Bambi Moé: It was like, “OK, now we have to make these songs sound amazing.”…I was at Capitol Records at a session for another project, and I heard this singer singing in another studio. The singer was Tevin Campbell. I said, “Oh my God.” Nobody really knew who Tevin Campbell was – some people, but he certainly wasn’t as popular as he became. I loved the voice…he was Prince’s protege and he was discovered by Quincy Jones. So I knew that in order to get Tevin Campbell to say yes to sing the songs, the tracks themselves had to be at that level. So who’s in the Prince camp? Maybe if I can get ahold of Prince’s producer, that would do the trick…sure enough, that was David Z.
David Z. (Producer, Recorder, and Mixer of “I2I”): I worked with Prince from the beginning. I did Purple Rain, I did “Kiss,” I did a lot of his biggest things. I think [the filmmakers] trusted me, and they wanted me to give it a treatment, and that’s what we did.
Patrick DeRemer: When David was hired as the producer, I sent him the MPC files on – get this – a floppy disk. You’ll have to do some research into what one of those are. If you listen closely, I can still hear some of those tracks on the final recording, so that’s kind of fun.
David Z.: They sent the demos to me, and myself and Paul Peterson, who is a talented guy, we [performed and recorded] the tracks, just the two of us, up in Minneapolis at Paisley Park.
Bambi Moé: When [David] said yes, I literally thought I was going to faint. Because he suggested immediately that we record the tracks at Paisley Park. So for me, as a music person, that’s like – getting to work at Paisley Park? Where Prince creates? That’s unbelievable!
David Z.: I was really excited about it because it was such a different animal for me.
Bambi Moé: [Bambi reads aloud an excerpt from her forthcoming book Part of the Magic – A Collection of Disney-Inspired Brushes With Greatness] The drive to the studio seemed to take us through the middle of nowhere, and then suddenly, a white, modern industrial complex appears. We drove to the back side of the building and up to the giant metal garage door. The experience was straight out of a Bond film as layers of doors opened. There I was inside the inner music sanctum of the Great Purple One’s studio…I had heard that the building had many secret exits and entrances, and I was especially interested in seeing Prince’s legendary hidden boudoir. After a couple of days of recording, I got up the nerve to ask if I could get a tour of the complex and I was not disappointed. Prince’s hidden room was a highlight. It had a circular bed with the requisite number of mirrors on the walls and ceiling. It looked frilly with lots of satin material, but the thing that struck me was the number of framed pictures all over the room. I noticed that every picture was a picture of Prince, and he was the only one in the picture.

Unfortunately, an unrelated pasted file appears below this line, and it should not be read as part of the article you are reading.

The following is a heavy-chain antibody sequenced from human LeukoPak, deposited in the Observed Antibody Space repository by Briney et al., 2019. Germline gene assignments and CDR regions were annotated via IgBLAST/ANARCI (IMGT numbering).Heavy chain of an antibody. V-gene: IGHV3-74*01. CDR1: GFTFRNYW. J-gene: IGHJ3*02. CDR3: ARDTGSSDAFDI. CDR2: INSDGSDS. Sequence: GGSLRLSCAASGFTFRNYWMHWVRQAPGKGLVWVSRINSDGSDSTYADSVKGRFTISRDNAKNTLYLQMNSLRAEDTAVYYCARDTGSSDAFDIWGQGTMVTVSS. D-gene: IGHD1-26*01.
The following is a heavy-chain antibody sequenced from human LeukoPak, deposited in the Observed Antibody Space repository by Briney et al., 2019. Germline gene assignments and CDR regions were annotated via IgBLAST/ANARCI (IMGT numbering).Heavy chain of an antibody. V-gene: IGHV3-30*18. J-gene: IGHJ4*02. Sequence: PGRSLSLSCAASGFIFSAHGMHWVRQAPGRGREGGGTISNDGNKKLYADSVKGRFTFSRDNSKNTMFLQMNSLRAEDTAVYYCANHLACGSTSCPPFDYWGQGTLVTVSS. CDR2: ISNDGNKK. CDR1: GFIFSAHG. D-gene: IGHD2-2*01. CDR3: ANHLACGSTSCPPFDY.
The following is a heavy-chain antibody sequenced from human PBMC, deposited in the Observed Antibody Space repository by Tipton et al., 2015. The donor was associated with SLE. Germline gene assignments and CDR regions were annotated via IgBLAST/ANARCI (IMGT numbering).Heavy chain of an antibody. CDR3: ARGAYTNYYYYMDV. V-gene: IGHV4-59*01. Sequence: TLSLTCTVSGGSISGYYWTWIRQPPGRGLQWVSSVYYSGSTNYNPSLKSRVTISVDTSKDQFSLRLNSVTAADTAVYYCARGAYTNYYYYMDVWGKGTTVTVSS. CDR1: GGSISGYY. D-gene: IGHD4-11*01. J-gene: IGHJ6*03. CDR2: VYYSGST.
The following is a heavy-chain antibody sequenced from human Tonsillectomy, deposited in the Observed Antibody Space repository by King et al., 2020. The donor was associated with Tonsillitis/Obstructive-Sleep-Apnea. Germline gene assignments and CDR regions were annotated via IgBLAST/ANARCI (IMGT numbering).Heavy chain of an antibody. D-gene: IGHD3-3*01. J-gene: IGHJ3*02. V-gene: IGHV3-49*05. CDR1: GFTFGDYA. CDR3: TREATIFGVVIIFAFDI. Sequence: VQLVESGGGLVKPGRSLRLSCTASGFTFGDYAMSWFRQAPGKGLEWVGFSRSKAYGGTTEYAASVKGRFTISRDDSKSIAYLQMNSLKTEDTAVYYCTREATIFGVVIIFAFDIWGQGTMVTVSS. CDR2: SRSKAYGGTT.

David Z.: [After I received the demos], we created the songs in our own grooves. It was just Paul Peterson and myself. I programmed the drums, played guitar, he did the keyboards, and we piecemealed it together. We started with the drums. I had to make up a beat that would work. I’m used to doing that, because we did that a lot with Prince. Drums first, and then bass next, and then we start filling it in. It took several days. We did two songs [“Stand Out” and “I2I”], and I don’t know exactly how long it took us – probably a week, because we did different things on different days, and had to reassess it.
Patrick DeRemer: I think overall, David’s expertise, the director’s expertise visually, and the artists’, of course, they took it to another level. I happened to be at the recording session when Tevin Campbell was there, because I was then working for Disney on the other side of the desk in music production.
David Z.: We flew out to L.A. and did the vocal [with Tevin Campbell]. And we did the background vocals – there’s a group called the Waters, who were gospel singers, that’s who’s singing in the background. Also a girl named Rosie Gaines, who was in Prince’s group, has a solo. She’s the high voice. We did the vocals at Sunset Sound and by that time, we did all the tracks and made sure we were in the right key for Tevin. He followed the demo, but he sure put his own slant on it. He did a great job.
Bambi Moé: Tevin was just at the beginning of his career. “Round and Round” was a track that was out, or just coming out. He was charming, delightful, he was funny. He worked really hard.
Patrick DeRemer: Tevin was amazing. Did it in a couple takes, as I recall. Very humble, sweet guy. Then, gosh, he was still a kid. Very pleasant. Took direction well, and was just happy to be involved. It was a fun day.
David Z.: There’s all kinds of tricks in there, if you listen carefully. There’s gated guitars, flanging, all kinds of tricks we used in the ‘80s in that production.